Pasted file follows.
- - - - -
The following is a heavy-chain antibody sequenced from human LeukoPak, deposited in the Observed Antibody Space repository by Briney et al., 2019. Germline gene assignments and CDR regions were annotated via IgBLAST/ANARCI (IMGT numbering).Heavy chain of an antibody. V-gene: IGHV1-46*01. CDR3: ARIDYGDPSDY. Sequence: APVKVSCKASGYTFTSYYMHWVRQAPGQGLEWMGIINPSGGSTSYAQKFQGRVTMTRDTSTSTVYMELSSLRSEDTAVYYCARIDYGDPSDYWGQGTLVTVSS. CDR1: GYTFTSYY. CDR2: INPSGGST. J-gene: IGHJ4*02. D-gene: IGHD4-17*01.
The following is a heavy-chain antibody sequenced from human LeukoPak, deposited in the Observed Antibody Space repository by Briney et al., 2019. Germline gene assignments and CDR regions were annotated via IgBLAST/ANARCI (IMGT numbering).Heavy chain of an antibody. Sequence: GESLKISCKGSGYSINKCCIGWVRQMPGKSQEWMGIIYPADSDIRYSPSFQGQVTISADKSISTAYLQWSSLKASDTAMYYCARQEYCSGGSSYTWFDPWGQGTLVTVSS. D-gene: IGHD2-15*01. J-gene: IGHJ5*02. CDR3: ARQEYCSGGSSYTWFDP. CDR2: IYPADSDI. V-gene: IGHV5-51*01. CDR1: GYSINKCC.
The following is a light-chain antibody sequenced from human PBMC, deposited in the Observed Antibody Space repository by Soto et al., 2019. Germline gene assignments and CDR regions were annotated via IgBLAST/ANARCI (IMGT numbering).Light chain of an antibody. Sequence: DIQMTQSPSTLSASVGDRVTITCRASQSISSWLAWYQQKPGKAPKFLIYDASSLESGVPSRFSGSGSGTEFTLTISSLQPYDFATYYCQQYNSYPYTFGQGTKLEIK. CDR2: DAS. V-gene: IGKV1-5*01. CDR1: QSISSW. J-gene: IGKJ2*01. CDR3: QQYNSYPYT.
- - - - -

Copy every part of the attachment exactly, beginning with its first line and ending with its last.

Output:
The following is a heavy-chain antibody sequenced from human LeukoPak, deposited in the Observed Antibody Space repository by Briney et al., 2019. Germline gene assignments and CDR regions were annotated via IgBLAST/ANARCI (IMGT numbering).Heavy chain of an antibody. V-gene: IGHV1-46*01. CDR3: ARIDYGDPSDY. Sequence: APVKVSCKASGYTFTSYYMHWVRQAPGQGLEWMGIINPSGGSTSYAQKFQGRVTMTRDTSTSTVYMELSSLRSEDTAVYYCARIDYGDPSDYWGQGTLVTVSS. CDR1: GYTFTSYY. CDR2: INPSGGST. J-gene: IGHJ4*02. D-gene: IGHD4-17*01.
The following is a heavy-chain antibody sequenced from human LeukoPak, deposited in the Observed Antibody Space repository by Briney et al., 2019. Germline gene assignments and CDR regions were annotated via IgBLAST/ANARCI (IMGT numbering).Heavy chain of an antibody. Sequence: GESLKISCKGSGYSINKCCIGWVRQMPGKSQEWMGIIYPADSDIRYSPSFQGQVTISADKSISTAYLQWSSLKASDTAMYYCARQEYCSGGSSYTWFDPWGQGTLVTVSS. D-gene: IGHD2-15*01. J-gene: IGHJ5*02. CDR3: ARQEYCSGGSSYTWFDP. CDR2: IYPADSDI. V-gene: IGHV5-51*01. CDR1: GYSINKCC.
The following is a light-chain antibody sequenced from human PBMC, deposited in the Observed Antibody Space repository by Soto et al., 2019. Germline gene assignments and CDR regions were annotated via IgBLAST/ANARCI (IMGT numbering).Light chain of an antibody. Sequence: DIQMTQSPSTLSASVGDRVTITCRASQSISSWLAWYQQKPGKAPKFLIYDASSLESGVPSRFSGSGSGTEFTLTISSLQPYDFATYYCQQYNSYPYTFGQGTKLEIK. CDR2: DAS. V-gene: IGKV1-5*01. CDR1: QSISSW. J-gene: IGKJ2*01. CDR3: QQYNSYPYT.